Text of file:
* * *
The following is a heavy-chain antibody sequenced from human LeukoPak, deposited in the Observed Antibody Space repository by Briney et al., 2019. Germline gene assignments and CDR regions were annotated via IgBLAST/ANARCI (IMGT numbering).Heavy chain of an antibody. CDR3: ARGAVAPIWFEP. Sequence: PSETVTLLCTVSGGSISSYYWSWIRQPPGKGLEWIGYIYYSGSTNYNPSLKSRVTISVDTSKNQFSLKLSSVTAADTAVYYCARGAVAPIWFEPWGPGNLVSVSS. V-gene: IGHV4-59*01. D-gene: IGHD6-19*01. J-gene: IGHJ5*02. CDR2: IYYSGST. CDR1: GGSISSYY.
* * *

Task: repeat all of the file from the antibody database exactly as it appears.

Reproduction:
The following is a heavy-chain antibody sequenced from human LeukoPak, deposited in the Observed Antibody Space repository by Briney et al., 2019. Germline gene assignments and CDR regions were annotated via IgBLAST/ANARCI (IMGT numbering).Heavy chain of an antibody. CDR3: ARGAVAPIWFEP. Sequence: PSETVTLLCTVSGGSISSYYWSWIRQPPGKGLEWIGYIYYSGSTNYNPSLKSRVTISVDTSKNQFSLKLSSVTAADTAVYYCARGAVAPIWFEPWGPGNLVSVSS. V-gene: IGHV4-59*01. D-gene: IGHD6-19*01. J-gene: IGHJ5*02. CDR2: IYYSGST. CDR1: GGSISSYY.